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Our daughter, Esme, just started first grade. She has always been immersed in music – we’ve sung to her since forever; she was the first person to play my custom aluminum drum kit that arrived the spring after she was born; she’s watched musical theater movies with her mother since she was old enough to sit still, and she’s been a lifelong fan of this song I wrote for our local car dealership, requesting a replacement key at no cost. We dance a lot (she more than me), and sometimes she narrates entire days in recitative.

A few weeks ago I was talking with a music educator friend about music lessons and our children, and he advised starting with Suzuki violin lessons. We dived right in – I googled teachers in our local area and found a chap based just up the road. We spoke on the phone and he seemed lovely, plus he teaches out of a charming family-run violin shop a few minutes from where I pick Esme up from the school bus. I’d also just started teaching an online class with a Karin Hendricks who’s published on Suzuki and about compassionate music teaching, so the stars seemed to align.

Not wanting to thrust unwanted violin lessons on my child, I asked Esme if she’d be interested in learning and she said ‘yes’. When asked if she knew what a violin was, she replied, ‘it’s like a guitar that hold you under your chin and you play it with a kind of bat’. The deal was sealed.

Thing #1: Daddy-daughter time

Ever since I wasn’t the one breast-feeding our child for three years, I have felt like the second parent, so I’m always looking for ways to spend time meaningfully with Esme. Our daily breakfast routine, tickling and the scooter-ride (me running or biking alongside) to the school bus stop are cool, but it was uniquely exciting when we both went together to the shop to rent violins. Esme got fitted for an instrument (1/8 size) and we were shown how to rosin the bow by Victoria, a high school student who’s looking to study music education at college next fall. She showed us the room where our lessons would be and we even met Mr. Chris, the violin teacher. We both felt rather proud, walking back through town with our violins!

We play every morning together, for about ten minutes after breakfast, between brushing teeth and leaving for the bus. Sometimes I lead, sometimes Esme leads. It’s wonderful learning together, because she helps me with things I forget and vice-versa. We take turns to play, we play in unison, I accompany Esme on drums or guitar. We play violin mostly in the garage, and the first two weekends we put up fairy lights to decorate the room (it now looks awesome!). Occasionally, Esme plays drums instead, which is fine by me.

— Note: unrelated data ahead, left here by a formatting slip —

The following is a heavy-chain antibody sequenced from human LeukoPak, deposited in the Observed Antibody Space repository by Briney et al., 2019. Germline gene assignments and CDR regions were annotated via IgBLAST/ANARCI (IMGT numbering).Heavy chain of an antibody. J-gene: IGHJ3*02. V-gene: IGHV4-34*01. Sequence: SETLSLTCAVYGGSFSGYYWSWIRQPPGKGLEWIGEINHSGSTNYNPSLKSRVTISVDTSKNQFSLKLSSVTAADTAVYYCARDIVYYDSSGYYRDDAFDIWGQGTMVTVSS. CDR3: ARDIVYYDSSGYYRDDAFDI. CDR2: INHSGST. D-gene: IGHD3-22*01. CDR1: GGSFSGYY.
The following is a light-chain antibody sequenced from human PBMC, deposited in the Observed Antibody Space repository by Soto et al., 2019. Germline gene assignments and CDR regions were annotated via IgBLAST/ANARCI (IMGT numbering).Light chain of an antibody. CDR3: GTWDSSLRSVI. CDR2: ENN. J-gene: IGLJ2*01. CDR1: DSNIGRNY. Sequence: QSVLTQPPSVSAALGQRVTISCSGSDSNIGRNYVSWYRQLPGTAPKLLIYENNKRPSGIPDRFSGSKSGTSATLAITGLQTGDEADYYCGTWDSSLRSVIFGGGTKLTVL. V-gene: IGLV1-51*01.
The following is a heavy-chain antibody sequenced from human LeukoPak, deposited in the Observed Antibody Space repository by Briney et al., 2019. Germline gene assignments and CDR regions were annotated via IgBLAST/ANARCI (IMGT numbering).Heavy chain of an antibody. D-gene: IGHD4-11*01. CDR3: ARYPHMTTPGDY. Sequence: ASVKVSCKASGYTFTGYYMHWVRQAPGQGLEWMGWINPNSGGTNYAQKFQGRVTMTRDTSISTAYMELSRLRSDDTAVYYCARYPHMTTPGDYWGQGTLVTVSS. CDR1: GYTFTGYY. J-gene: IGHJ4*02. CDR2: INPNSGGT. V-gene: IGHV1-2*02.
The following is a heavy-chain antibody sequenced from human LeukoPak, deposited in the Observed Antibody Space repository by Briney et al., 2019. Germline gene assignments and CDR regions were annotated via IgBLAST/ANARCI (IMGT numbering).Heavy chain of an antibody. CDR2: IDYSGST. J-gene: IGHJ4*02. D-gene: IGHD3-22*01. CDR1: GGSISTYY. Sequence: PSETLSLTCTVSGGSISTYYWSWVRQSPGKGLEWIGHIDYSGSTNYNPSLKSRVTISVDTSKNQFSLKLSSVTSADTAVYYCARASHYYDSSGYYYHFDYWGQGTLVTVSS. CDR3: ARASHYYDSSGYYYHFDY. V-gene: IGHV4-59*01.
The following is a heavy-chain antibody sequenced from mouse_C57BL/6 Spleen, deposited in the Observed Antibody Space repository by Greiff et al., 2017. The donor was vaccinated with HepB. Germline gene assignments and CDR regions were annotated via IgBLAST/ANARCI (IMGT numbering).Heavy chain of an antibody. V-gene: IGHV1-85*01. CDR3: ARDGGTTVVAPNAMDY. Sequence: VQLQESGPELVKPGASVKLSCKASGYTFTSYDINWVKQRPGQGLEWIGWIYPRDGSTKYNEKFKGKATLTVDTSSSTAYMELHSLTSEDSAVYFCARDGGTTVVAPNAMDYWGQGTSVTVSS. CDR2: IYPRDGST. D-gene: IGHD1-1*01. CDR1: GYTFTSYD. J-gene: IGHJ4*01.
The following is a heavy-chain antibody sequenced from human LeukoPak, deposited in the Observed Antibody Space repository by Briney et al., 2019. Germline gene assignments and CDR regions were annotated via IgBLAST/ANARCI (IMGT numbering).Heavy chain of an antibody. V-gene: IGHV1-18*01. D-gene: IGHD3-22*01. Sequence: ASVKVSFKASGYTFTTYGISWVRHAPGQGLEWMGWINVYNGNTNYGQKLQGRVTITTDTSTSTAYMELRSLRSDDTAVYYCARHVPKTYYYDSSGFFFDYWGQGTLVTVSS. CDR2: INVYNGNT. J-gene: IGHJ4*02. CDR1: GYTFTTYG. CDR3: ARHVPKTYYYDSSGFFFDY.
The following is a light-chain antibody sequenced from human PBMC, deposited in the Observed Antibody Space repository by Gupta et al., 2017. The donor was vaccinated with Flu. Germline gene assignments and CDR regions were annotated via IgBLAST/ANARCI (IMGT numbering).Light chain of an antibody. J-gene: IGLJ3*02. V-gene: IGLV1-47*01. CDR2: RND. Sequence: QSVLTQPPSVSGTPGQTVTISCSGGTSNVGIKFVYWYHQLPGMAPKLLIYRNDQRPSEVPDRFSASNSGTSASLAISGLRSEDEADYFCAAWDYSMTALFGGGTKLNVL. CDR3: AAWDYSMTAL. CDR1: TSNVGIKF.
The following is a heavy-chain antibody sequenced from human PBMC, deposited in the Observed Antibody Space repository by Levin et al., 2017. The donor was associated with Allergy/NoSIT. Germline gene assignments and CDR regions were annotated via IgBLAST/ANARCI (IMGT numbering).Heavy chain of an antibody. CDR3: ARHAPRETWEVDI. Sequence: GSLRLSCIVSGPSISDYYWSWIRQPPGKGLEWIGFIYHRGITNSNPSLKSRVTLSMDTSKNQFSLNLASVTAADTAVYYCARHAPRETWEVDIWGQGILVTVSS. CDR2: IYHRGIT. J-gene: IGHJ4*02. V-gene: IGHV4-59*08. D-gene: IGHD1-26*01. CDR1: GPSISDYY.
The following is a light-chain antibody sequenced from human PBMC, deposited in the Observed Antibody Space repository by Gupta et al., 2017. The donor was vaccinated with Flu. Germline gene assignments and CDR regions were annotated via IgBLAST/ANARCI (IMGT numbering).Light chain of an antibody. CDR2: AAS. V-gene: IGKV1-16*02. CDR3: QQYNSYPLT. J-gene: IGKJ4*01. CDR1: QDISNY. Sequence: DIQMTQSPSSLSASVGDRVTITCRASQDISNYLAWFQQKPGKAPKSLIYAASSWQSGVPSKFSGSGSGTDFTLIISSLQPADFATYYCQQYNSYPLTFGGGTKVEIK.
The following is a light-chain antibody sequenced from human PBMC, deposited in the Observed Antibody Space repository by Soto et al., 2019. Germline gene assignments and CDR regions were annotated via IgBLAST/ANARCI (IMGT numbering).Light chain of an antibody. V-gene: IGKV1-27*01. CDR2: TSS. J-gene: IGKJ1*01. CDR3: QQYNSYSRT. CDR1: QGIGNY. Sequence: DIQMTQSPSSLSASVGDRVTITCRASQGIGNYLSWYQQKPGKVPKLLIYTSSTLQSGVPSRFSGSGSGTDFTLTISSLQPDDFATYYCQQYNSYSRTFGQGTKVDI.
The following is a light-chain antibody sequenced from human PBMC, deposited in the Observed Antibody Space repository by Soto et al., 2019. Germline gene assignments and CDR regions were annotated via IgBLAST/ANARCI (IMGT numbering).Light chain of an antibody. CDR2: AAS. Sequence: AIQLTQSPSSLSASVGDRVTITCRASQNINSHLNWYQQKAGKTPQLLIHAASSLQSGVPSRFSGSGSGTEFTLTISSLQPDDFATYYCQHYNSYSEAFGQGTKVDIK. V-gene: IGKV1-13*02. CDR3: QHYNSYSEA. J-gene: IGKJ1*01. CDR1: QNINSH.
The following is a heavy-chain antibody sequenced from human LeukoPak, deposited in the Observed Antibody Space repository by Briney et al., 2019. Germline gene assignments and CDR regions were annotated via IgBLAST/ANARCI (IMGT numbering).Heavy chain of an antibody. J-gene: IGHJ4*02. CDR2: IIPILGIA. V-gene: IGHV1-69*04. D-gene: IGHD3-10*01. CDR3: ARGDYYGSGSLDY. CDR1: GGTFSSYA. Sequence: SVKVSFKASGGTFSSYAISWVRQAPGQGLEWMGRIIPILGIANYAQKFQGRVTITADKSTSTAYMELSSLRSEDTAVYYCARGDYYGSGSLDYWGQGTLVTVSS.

Thing #2: Role models

Our garage door is adorned with pictures of women playing the violin – Allison Krauss, Martie Maguire, Hilary Hahn, Regina Carter – and I put up a photo of Hannah Welton-Ford playing drums for good measure. We’ve been to three concerts so far this month. The first was to see the Ulysses Quartet playing at the local university. The performance was captivating (we sat in the second row), and we got to meet the group after the show. The second violinist gave some advice to Esme about tenacity, then we pretended to nap in a campus hammock. The next gig was a street performance by a traditional Irish band, and the third was by House of Hamill at a local Celtic festival in the Poconos. Esme spent most of that show drawing interpretive designs in the gravel while the band played. HoH’s violinist, Rose, was incredible, and we got to meet her after the show too.

Thing #3: Watching Esme grow

When we first brought the violins home from the shop, Esme was super-keen to try hers out. She took it out of the case and played what would have been a blistering bluegrass solo if she’d had the technique. We played on our violins each day (except for when I was travelling) leading up to our first lesson together.

Our violin lessons are really good. Mr. Chris is fun, kind and patient. We learn about rhythms and posture and bowing technique, and there’s no sheet music to get in the way. We have a Thursday routine now where Mom gets to stay at work late so Esme and I spend the whole evening as a duo. We sing in the car on the way home, we do dinner and watch Storybots before reading stories and heading to bed. On the drive home this past week, I asked Esme to describe Mr. Chris. She said “he’s got peach skin, he has a beard and he laughs a lot” – all good things.

I bought a copy of Shin’ichi Suzuki’s book, Nurtured by Love, and William & Constance Starr’s’ To Learn with Love. I have yet to read them cover to cover, but I am loving this learning journey that has parent-child bonding at the core of its ethos and that prizes the feeling and sound and experience of playing the instrument with a co-learner. It’s wonderful as a parent, professional musician and educator, to experience my child’s learning. I love the growing confidence that she has as a violinist, and I am thrilled to be on this road with her, as we help one another to learn.

 

 

 

 

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